GT: What AmericanHort events do you attend? Do you think more people should take advantage of the programs and events they offer?
BB: I try to attend as many as I can, especially when they’re in my area. I’ve also been a part of the CareerUP program, which I think is an awesome tool that showcases the young people in the industry. It left me feeling passionate about my business. A lot of times, being a young person in this industry, you can feel kind of alone because there aren’t a lot of people in their 20s and 30s that go into horticulture, much less a nursery business.
GT: What are the specifics on CareerUP?
BB: It’s the Saturday before Cultivate starts where you get to sit down with young people from all areas of the industry and a lot of students attend, too. You get to network with different young people and then you listen to speakers, usually older professionals who come in and tell their stories. You really get to see how the industry is changing, even if you may not see it from your neck of the woods, and how it continues to grow and evolve.
GT: I know AmericanHort has worked very hard the last few years to try and develop more programs and ways for young hort professionals to meet and share ideas with people who’ve been a part of this industry for a while and with each other.
BB: Absolutely. If you want to learn anything—from public speaking to how to manage people to marketing your business—CareerUP gives you a little taste of everything and you realize that we’re all working together toward a common goal. Even though you have a very different career path, you all share the same passions and struggles.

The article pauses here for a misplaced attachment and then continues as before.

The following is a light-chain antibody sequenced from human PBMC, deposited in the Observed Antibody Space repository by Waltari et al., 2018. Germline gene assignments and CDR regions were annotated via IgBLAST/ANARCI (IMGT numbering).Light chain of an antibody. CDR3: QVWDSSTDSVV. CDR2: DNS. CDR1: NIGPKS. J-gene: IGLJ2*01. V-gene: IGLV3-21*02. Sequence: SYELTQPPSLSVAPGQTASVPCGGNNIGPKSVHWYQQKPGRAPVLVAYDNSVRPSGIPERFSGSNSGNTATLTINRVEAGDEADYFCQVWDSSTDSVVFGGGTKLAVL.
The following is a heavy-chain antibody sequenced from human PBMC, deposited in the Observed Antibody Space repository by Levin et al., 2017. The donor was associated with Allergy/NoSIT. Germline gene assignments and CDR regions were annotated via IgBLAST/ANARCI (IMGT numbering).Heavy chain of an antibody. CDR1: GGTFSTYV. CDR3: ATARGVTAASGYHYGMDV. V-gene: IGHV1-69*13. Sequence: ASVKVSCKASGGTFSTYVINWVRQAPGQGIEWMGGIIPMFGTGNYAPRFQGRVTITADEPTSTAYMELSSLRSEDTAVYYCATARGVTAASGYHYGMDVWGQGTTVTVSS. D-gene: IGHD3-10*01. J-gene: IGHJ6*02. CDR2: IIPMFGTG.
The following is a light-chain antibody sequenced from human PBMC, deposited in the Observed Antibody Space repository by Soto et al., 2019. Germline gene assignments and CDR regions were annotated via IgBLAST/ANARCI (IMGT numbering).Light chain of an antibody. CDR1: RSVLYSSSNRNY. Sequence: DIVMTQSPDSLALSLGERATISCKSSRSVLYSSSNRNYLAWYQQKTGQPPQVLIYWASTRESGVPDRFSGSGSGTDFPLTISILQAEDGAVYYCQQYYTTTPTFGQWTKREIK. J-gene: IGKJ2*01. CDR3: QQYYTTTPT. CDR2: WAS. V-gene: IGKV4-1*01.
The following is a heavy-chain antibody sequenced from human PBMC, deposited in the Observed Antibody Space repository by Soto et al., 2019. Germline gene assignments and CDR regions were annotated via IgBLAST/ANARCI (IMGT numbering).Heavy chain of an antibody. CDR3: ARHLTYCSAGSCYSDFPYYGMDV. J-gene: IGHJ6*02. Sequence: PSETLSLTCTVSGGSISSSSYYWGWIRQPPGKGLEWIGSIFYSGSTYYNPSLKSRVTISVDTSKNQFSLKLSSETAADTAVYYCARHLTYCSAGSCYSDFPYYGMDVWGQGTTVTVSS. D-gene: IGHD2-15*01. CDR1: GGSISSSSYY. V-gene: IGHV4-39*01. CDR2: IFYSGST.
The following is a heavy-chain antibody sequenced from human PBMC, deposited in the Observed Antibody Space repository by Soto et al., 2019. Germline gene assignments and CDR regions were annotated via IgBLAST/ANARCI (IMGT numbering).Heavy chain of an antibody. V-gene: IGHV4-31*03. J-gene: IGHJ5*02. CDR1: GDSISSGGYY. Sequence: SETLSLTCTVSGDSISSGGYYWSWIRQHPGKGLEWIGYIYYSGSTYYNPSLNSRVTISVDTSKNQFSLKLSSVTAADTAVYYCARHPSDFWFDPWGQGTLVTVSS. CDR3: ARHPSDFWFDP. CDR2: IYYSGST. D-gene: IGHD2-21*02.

GT: As a young professional who’s heavily involved in the industry, what advice would you give to someone who’s just starting their career on why they should be a member of AmericanHort and participate in their programs and events?
BB: First, I would say that they would benefit just from the education. We have a booth at Cultivate, and though we are probably one of two or three nurseries who show there, we still have a presence because we also want to take advantage of the educational sessions that go on while the show’s happening. I’m amazed at the number of programs they have there, and even if you have no interest in the trade show, paying to go there and attend classes all day is still definitely worth it. Every class I’ve attended has been beneficial.
GT: Do you think that being a part of AmericanHort and participating in CareerUP makes you more empowered to share ideas with the organization or make suggestions on other things they could do to help young professionals?
BB: I’ve always felt that suggestions and ideas are heard—especially by board members, who are always so open and welcoming and want to hear my ideas because that’s how they help the industry try to be successful. They want this to be an industry that young people want to join. GT
To contact AmericanHort, visit AmericanHort.org or call (614) 487-1117 (OH); (202) 789-2900 (D.C.).